Checking out three IBM PS/2 30-286s
The Wellington haul came with three PS/2 30-286 machines. It was time to check these out and decide what to do with them.
Figure 1. Red arrows show the PS/2 30-286s.
There is an irony here. I already own a PS/2 30-286 which I spent weeks and weeks and no small amount of money trying to get working. Now I'm given three of them as a gift! Anyway, although not particularly notable as vintage computers go, they were nonetheless interesting even if just for their nifty form factor.
All three machines had network cards. All needed a good clean and an internal vacuum (including the floppy drive - Figure 2). I did this before firing them up. Checkout results are described below.
Figure 2. Like the Macs, these open PS/2 drives make good dust collectors
The POST on switch-on told me this computer had 4MB. That was a surprise as most units like this only have 1MB. The machine had obviously driven a scanner in a past life as it was decked out with a couple of cards dedicated to that purpose. One card supported a Scanjet scanner, the other was a large mystery card which I originally thought was a memory expander providing the extra memory. Turns out it was an ORC coprocessor card for the scanner software, probably Omnipage (Figure 3). To my surprise the 4MB onboard the 30-286 all came from its own planar-based SIMMS. These are a very rare type only provided by IBM. Wow, an unexpected bonus!
Figure 3. OCR co-processor scanning card for Omnipage. Note the memory and processor chip.
Obviously plenty of grunt was needed for the task!
Firing up showed the expected 161 and 163 error from the flat Dallas battery but otherwise booting was successful.
The hard drive had its original content. I wanted to wipe this off and also ascertain the condition of the floppy and hard disk drives on this machine and the others. Googling around I eventually found a site containing the necessary advanced diagnostic disk and away I went.
A low-level format showed the floppy drive and 20MB hard disk were both in tiptop condition. After a FDISK, a fresh copy of PC-DOS 3.3 was installed on the hard drive along with the diagnostic program Checkit. System tests showed no issues.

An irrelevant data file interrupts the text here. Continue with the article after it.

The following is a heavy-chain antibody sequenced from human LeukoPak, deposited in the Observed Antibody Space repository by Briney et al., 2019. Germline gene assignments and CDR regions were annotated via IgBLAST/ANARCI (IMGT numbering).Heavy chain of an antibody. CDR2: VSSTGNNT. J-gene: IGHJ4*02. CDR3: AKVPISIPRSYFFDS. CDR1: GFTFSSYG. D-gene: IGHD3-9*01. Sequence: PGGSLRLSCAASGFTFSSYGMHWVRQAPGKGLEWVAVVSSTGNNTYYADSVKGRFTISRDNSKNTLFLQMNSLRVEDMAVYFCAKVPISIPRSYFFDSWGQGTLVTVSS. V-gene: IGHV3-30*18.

This 1MB unit just had the network card. I followed the same process as with machine number 1. Booting first failed, until I realised there was a floppy disk in the drive. Once this was removed the machine fired up successfully albeit with a flat battery as in the above. A low level format revealed about 100k of track of the 20MB drive was faulty and this was subsequently locked out from DOS. Not too bad a result on a machine of this vintage. The floppy tested ok as did the overall system.
As before, this machine received a fresh copy of PC-DOS 3.3 and Checkit.
Switching on did nothing. Actually, there was something; a kind of fizzing sound, coming from I'm not sure where. This one needed repair. Now normally I would have put this to one side and fixed it eventually. However, I now had THREE working models and lots of spare parts from my original attempt at getting my first 30-286 up and running. Feeling just a little guilty, I decided to strip the machine of the SIMMS, floppy drive, hard drive and cables, and send the case, board and PSU for recycling at our local e-day.
I tested the drives collected from machine 3 in machine 2. The hard drive seemed to have a bit of stiction but once moving survived a low-level format with no errors. The floppy drive seemed to only work only sometimes. I guess two out of three ain' t bad!
Figure 4. Two good IBM PS/2 30-286s awaiting a home
One PS/2 Model 30-286 is enough for me so at least one or possibly both these machines will be sold (or donated) to anyone who wants them. At the time of writing one is being advertised on our local auction site for $1. Hopefully someone will give it a good home.
If nothing else these PS/2 30-286s have been fun to check out and the've stocked up the spare parts bin. I'm keeping the four IBM 1MB memory simms and they will grace my current showpiece model. The machines also came with one Model M IBM P/S keyboard. These are always valuable additions to the stash!
11th November, 2010